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Rough Scatterers in Acoustics and Elastodynamics

Doctoral thesis, 1995

The purpose of this thesis is to investigate the influence of roughness on wave scattering from finite-sized surfaces, in particular elastic wave scattering from cracks.
Acoustic scattering from a sphere is considered using the null field approach. The ensemble averaged T matrix of the sphere is obtained as a perturbation series where the small parameter is the ratio of the RMS height to the wavelength. The scattered far field and the scattering cross section are calculated for an incident plane wave.
The same method is applied to two-dimensional elastic wave scattering from an open nonplanar crack. The incident wave is taken to be a horizontally polarized shear wave. First an ordinary crack with zero volume is considered; then the solution is generalized to the case where the crack has a finite volume. The numerical results indicate that the influence of roughness is in most cases negligible compared to the effect of a finite volume. This is an expected result since roughness is a second order effect when ensemble averaged quantities are studied, while the volumetric effects are of first order. However, this does not necessarily mean that roughness is negligible for a specific crack of the ensemble.
Acoustic scattering from a rough circular disc immersed in a nonviscous fluid of infinite extent is studied using an integral equation method. A number of deterministic surfaces are constructed using a numerical simulation technique and the T matrix is determined for each surface by a first order perturbation method. Some numerical results for the back-scattered far-field amplitude are calculated.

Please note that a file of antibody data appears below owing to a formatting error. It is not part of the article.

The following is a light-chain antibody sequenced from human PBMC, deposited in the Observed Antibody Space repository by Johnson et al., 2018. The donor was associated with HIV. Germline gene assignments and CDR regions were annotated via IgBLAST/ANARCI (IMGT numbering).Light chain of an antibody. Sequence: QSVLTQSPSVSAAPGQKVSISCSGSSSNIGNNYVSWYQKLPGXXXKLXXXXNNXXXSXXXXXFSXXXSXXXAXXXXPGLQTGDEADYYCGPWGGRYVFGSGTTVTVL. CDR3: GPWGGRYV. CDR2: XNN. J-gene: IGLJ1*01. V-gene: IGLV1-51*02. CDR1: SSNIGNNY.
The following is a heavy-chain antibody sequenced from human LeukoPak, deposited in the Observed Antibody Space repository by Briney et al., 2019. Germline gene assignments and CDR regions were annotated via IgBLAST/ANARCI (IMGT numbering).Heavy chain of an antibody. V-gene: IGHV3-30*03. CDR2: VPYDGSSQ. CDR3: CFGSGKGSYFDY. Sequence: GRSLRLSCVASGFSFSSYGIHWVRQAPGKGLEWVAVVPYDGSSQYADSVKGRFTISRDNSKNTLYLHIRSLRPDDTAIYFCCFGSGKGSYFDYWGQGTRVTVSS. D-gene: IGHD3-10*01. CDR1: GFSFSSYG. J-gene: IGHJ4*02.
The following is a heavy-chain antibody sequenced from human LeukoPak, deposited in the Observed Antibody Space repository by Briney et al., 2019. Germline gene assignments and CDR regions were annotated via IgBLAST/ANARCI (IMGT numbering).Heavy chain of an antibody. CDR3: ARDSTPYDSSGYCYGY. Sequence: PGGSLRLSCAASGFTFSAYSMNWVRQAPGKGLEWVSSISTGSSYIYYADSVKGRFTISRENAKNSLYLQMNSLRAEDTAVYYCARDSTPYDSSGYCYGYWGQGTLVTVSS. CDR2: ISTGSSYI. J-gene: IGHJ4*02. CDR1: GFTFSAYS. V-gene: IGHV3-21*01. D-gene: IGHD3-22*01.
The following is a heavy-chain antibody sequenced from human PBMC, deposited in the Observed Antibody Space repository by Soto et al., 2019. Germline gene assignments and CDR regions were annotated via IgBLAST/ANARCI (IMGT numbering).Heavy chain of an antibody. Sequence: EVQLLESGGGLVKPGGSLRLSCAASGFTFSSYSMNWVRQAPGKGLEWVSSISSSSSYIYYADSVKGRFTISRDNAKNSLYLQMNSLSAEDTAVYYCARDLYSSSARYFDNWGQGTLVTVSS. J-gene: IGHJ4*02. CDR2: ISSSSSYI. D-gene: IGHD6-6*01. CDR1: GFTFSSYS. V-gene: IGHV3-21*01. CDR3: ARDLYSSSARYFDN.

Finally, the elastic wave scattering problem for a rough penny-shaped crack is solved using the same integral equation method. The stationary-phase approximation is used to determine the back-scattered far field. Numerical results are obtained for an incident plane longitudinal wave and a scattered longitudinal wave. For cracks with identical statistical properties there is a considerable spread in scattering data at oblique incidence except for low frequencies. Results are also given in the time domain, which means that pulse-echo testing is simulated.

acoustic scattering

penny-shaped crack

rough surfaces

elastodynamic scattering

T matrix

null field approach